On 3rd November 2012, I wrote on “Should Interviewers for Entry Level Programming Positions be “Trained” in Interviewing?” While the posting was about interviews, interviewers and out-of-the-ordinary questions, what appeared to have attracted the attention of student readers is the part about “writing programs that display or print themselves”.
The most frequently asked question appears to be “How does one write programs that display or print themselves?” I will guide you to sites on the Internet that would help you learn how to do this.
A program that displays or prints itself is called a quine. This is named in the honor of Willard van Orman Quine, the American philosopher and logician. You can read about Quine and his contributions in Wikipedia.
I will describe at a very high level one possible method to implement a quine. The implementation of a quine consists of two distinct components. One of the components contains the definition of a string, and the other component is the program itself. The string itself contains the central part of the source program in the second component. The second component that contains the central program itself prints the string two times. The first time is to print the string definition. The second time is to print the central part of the program itself. This is the basic principle on which many quines are written. But writing the program itself could mean a lot of work.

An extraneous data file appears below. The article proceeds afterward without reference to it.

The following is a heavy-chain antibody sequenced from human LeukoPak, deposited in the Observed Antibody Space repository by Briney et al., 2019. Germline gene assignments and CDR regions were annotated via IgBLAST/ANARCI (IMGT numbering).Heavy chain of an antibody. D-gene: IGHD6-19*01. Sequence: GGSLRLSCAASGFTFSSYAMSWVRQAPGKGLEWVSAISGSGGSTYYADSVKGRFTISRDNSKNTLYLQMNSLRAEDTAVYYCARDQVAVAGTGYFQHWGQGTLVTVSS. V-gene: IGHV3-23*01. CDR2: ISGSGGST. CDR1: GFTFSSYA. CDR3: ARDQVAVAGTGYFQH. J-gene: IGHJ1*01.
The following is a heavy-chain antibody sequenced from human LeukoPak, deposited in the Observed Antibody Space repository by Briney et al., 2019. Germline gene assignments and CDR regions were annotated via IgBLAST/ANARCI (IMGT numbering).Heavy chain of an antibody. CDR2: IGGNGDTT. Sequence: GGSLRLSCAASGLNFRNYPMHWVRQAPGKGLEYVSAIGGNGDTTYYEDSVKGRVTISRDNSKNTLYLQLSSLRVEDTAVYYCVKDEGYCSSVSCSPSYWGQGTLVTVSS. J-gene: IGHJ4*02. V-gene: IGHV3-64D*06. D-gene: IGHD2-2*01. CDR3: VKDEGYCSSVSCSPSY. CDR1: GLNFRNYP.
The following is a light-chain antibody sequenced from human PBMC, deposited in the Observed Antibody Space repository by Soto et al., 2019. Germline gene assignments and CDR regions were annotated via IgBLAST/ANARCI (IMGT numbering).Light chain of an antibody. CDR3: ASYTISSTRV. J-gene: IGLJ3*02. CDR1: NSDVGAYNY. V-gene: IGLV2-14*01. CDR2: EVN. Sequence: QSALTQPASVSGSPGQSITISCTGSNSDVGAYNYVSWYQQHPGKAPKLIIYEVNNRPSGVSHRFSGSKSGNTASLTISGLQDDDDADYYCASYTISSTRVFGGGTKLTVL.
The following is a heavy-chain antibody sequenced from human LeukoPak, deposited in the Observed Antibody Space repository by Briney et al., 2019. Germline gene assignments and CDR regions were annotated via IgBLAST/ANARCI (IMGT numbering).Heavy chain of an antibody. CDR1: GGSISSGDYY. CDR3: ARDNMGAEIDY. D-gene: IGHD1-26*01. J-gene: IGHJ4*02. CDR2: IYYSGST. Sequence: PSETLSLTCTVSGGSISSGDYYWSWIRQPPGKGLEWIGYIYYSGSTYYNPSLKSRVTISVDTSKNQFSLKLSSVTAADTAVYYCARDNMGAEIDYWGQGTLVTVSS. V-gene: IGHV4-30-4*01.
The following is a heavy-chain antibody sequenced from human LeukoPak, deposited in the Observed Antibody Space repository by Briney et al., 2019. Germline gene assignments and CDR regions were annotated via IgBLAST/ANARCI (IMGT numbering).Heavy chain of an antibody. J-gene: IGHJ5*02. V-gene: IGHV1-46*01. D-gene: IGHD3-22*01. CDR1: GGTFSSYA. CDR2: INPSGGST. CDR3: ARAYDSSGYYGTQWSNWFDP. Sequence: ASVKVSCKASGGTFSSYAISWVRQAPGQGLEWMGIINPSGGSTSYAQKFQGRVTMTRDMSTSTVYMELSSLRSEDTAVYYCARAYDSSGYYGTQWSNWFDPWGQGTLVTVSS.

Those of you who are really interested in learning how to write a quine must go through Igor Ostrovsky’s blog on “How to write a self-printing program”. Unfortunately, to understand this, you must be familiar with C#. At any rate, it does not hurt to read this well-written blog.
I am directing you to a few website that discusses quines to just satisfy your curiosity. If you do not understand how to write quines, do not be disheartened. If you had really gone through the Wikipedia, tried to understand what Igor Ostrovsky wrote about developing a quine in C#, and checked out The Quine Page , it would have been rewarding enough. But do not stop there, think of questions like “Are quines just oddities?” or “Do they have any useful applications?”